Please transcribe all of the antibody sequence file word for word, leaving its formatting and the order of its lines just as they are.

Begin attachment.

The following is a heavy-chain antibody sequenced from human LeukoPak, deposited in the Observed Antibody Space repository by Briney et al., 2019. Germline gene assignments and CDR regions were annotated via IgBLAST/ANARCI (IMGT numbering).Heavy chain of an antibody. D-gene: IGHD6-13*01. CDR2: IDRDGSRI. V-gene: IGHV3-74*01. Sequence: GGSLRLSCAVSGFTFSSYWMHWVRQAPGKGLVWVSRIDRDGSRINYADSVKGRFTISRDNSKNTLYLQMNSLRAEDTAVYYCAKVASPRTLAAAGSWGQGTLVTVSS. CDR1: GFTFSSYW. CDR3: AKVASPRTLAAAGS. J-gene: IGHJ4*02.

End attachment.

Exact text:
The following is a heavy-chain antibody sequenced from human LeukoPak, deposited in the Observed Antibody Space repository by Briney et al., 2019. Germline gene assignments and CDR regions were annotated via IgBLAST/ANARCI (IMGT numbering).Heavy chain of an antibody. D-gene: IGHD6-13*01. CDR2: IDRDGSRI. V-gene: IGHV3-74*01. Sequence: GGSLRLSCAVSGFTFSSYWMHWVRQAPGKGLVWVSRIDRDGSRINYADSVKGRFTISRDNSKNTLYLQMNSLRAEDTAVYYCAKVASPRTLAAAGSWGQGTLVTVSS. CDR1: GFTFSSYW. CDR3: AKVASPRTLAAAGS. J-gene: IGHJ4*02.